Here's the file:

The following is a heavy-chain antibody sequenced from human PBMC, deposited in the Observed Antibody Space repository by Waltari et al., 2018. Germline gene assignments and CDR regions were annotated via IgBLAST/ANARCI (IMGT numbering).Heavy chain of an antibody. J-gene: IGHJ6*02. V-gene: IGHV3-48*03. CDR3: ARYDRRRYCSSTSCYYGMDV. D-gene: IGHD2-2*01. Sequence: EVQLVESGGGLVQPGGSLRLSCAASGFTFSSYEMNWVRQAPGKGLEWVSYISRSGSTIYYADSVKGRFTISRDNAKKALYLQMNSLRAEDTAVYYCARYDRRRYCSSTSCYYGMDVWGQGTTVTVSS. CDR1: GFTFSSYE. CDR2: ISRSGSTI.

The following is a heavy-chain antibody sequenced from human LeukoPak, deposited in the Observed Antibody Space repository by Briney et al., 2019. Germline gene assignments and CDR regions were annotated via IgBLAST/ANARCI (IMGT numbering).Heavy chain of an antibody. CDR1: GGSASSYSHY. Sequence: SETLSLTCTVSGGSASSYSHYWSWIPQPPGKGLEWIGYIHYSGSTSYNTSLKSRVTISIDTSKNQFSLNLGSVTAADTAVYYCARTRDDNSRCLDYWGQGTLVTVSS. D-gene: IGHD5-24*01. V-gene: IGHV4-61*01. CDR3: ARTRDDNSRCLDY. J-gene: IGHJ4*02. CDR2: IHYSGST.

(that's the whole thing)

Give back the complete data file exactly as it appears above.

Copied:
The following is a heavy-chain antibody sequenced from human PBMC, deposited in the Observed Antibody Space repository by Waltari et al., 2018. Germline gene assignments and CDR regions were annotated via IgBLAST/ANARCI (IMGT numbering).Heavy chain of an antibody. J-gene: IGHJ6*02. V-gene: IGHV3-48*03. CDR3: ARYDRRRYCSSTSCYYGMDV. D-gene: IGHD2-2*01. Sequence: EVQLVESGGGLVQPGGSLRLSCAASGFTFSSYEMNWVRQAPGKGLEWVSYISRSGSTIYYADSVKGRFTISRDNAKKALYLQMNSLRAEDTAVYYCARYDRRRYCSSTSCYYGMDVWGQGTTVTVSS. CDR1: GFTFSSYE. CDR2: ISRSGSTI.

The following is a heavy-chain antibody sequenced from human LeukoPak, deposited in the Observed Antibody Space repository by Briney et al., 2019. Germline gene assignments and CDR regions were annotated via IgBLAST/ANARCI (IMGT numbering).Heavy chain of an antibody. CDR1: GGSASSYSHY. Sequence: SETLSLTCTVSGGSASSYSHYWSWIPQPPGKGLEWIGYIHYSGSTSYNTSLKSRVTISIDTSKNQFSLNLGSVTAADTAVYYCARTRDDNSRCLDYWGQGTLVTVSS. D-gene: IGHD5-24*01. V-gene: IGHV4-61*01. CDR3: ARTRDDNSRCLDY. J-gene: IGHJ4*02. CDR2: IHYSGST.